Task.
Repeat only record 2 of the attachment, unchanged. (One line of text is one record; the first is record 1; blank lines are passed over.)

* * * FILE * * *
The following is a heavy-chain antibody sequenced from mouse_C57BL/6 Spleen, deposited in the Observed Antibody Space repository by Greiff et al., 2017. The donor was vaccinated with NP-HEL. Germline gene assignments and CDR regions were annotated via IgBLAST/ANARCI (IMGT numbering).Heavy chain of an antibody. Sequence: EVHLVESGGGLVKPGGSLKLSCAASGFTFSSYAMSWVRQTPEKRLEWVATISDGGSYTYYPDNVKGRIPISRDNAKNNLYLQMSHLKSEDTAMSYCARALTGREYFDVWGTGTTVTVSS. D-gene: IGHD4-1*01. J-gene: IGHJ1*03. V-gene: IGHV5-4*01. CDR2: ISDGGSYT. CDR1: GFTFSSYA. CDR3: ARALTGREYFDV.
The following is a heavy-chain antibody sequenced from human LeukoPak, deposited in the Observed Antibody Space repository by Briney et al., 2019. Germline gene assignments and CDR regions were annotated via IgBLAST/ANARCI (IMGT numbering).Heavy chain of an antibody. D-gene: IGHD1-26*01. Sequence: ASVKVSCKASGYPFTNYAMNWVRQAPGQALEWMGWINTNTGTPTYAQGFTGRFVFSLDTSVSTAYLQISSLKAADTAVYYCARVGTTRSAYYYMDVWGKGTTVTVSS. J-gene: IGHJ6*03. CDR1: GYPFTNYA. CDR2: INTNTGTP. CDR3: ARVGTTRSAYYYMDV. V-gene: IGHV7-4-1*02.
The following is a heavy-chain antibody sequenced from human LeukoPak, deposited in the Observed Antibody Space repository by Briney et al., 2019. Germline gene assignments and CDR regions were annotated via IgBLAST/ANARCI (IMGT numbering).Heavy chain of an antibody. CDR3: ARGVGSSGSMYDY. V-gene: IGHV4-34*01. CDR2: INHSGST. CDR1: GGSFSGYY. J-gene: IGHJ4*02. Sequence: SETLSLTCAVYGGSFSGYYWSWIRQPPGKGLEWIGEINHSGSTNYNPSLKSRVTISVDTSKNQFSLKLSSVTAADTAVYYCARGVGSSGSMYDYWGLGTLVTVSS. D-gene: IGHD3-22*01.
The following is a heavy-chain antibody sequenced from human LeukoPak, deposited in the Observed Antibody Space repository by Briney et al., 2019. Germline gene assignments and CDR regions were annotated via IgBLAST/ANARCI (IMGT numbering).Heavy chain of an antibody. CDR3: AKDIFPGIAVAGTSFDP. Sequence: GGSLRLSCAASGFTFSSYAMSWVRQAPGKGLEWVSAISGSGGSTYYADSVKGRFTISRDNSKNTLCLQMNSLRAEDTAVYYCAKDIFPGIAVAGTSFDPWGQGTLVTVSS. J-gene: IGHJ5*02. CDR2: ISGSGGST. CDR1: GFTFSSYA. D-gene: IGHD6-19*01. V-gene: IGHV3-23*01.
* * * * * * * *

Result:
The following is a heavy-chain antibody sequenced from human LeukoPak, deposited in the Observed Antibody Space repository by Briney et al., 2019. Germline gene assignments and CDR regions were annotated via IgBLAST/ANARCI (IMGT numbering).Heavy chain of an antibody. D-gene: IGHD1-26*01. Sequence: ASVKVSCKASGYPFTNYAMNWVRQAPGQALEWMGWINTNTGTPTYAQGFTGRFVFSLDTSVSTAYLQISSLKAADTAVYYCARVGTTRSAYYYMDVWGKGTTVTVSS. J-gene: IGHJ6*03. CDR1: GYPFTNYA. CDR2: INTNTGTP. CDR3: ARVGTTRSAYYYMDV. V-gene: IGHV7-4-1*02.